We have developed a macromolecular micelle (ICG-lactosome, ICG-L) formed by self-assembly of a novel amphipathic polydepsipeptide (containing hydrophilic and hydrophobic parts). ICG-L does not accumulate very much in internal organs because of the stealth effect, but it selectively accumulates in cancer tissues with higher concentration because of the enhanced permeability and retention effect (60). In polydepsipeptide, polysarcosine constitutes the hydrophilic portion, comprises amino acids found in living tissue, and has hydrophilicity equal to or greater than that of polyethylene glycol. It is biodegradable and is widely used in industrial and medical materials. In contrast, polylactic acid is the hydrophobic portion, also biodegradable and used as a medical material, frequently in bone resorbable applications. Compared with other conventional biocompatible nanoparticles, ICG-L is easy to use in designed products. Its particle sizes can be adjusted and modified with biomaterials such as peptides; it may work as a carrier for “theranostic” diagnostic agents and pharmaceuticals (61).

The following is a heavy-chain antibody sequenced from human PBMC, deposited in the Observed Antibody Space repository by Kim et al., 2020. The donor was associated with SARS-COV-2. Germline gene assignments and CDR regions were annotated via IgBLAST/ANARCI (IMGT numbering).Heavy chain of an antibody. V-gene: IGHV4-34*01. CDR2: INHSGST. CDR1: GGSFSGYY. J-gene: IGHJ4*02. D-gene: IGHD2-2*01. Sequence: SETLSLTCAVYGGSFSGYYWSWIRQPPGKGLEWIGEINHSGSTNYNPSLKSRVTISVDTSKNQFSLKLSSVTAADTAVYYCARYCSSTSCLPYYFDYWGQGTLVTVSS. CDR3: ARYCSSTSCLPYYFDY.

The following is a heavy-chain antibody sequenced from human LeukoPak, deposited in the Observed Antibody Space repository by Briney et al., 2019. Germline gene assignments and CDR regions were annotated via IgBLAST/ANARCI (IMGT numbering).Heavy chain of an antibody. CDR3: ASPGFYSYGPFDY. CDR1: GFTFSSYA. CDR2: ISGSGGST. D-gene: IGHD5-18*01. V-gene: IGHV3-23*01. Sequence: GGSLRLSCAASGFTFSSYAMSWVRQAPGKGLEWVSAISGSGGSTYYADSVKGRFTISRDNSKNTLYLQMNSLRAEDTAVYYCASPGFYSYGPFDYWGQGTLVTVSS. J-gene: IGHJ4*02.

For the evaluation of PDT efficacy in vitro, HuH-7 (human HCC cell line) cells were treated with ICG-L or ICG, followed by PDT. The cell viabilities were then measured. Laser irradiation revealed that HuH-7 cells with ICG-L showed toxic effects, but the cells with ICG alone did not (Figure 5).

FIGURE 5